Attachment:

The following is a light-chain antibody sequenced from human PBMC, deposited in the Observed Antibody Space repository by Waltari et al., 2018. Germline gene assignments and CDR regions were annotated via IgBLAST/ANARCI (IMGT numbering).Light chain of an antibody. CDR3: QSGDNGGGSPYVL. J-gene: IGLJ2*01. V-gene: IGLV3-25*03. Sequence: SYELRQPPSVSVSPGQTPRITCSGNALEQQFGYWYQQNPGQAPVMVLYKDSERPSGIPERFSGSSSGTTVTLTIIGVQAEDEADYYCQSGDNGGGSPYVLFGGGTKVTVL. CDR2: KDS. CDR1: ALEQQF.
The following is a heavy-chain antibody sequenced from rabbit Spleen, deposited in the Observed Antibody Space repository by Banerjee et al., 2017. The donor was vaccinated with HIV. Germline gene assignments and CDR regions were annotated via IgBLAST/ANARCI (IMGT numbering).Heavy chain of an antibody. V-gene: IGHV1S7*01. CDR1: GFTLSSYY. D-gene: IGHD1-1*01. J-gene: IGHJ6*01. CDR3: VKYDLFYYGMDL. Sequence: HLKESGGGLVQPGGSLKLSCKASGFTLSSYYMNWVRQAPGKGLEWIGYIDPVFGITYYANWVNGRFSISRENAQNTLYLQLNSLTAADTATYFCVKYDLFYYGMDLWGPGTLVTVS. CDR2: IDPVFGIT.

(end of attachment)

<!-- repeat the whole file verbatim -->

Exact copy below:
The following is a light-chain antibody sequenced from human PBMC, deposited in the Observed Antibody Space repository by Waltari et al., 2018. Germline gene assignments and CDR regions were annotated via IgBLAST/ANARCI (IMGT numbering).Light chain of an antibody. CDR3: QSGDNGGGSPYVL. J-gene: IGLJ2*01. V-gene: IGLV3-25*03. Sequence: SYELRQPPSVSVSPGQTPRITCSGNALEQQFGYWYQQNPGQAPVMVLYKDSERPSGIPERFSGSSSGTTVTLTIIGVQAEDEADYYCQSGDNGGGSPYVLFGGGTKVTVL. CDR2: KDS. CDR1: ALEQQF.
The following is a heavy-chain antibody sequenced from rabbit Spleen, deposited in the Observed Antibody Space repository by Banerjee et al., 2017. The donor was vaccinated with HIV. Germline gene assignments and CDR regions were annotated via IgBLAST/ANARCI (IMGT numbering).Heavy chain of an antibody. V-gene: IGHV1S7*01. CDR1: GFTLSSYY. D-gene: IGHD1-1*01. J-gene: IGHJ6*01. CDR3: VKYDLFYYGMDL. Sequence: HLKESGGGLVQPGGSLKLSCKASGFTLSSYYMNWVRQAPGKGLEWIGYIDPVFGITYYANWVNGRFSISRENAQNTLYLQLNSLTAADTATYFCVKYDLFYYGMDLWGPGTLVTVS. CDR2: IDPVFGIT.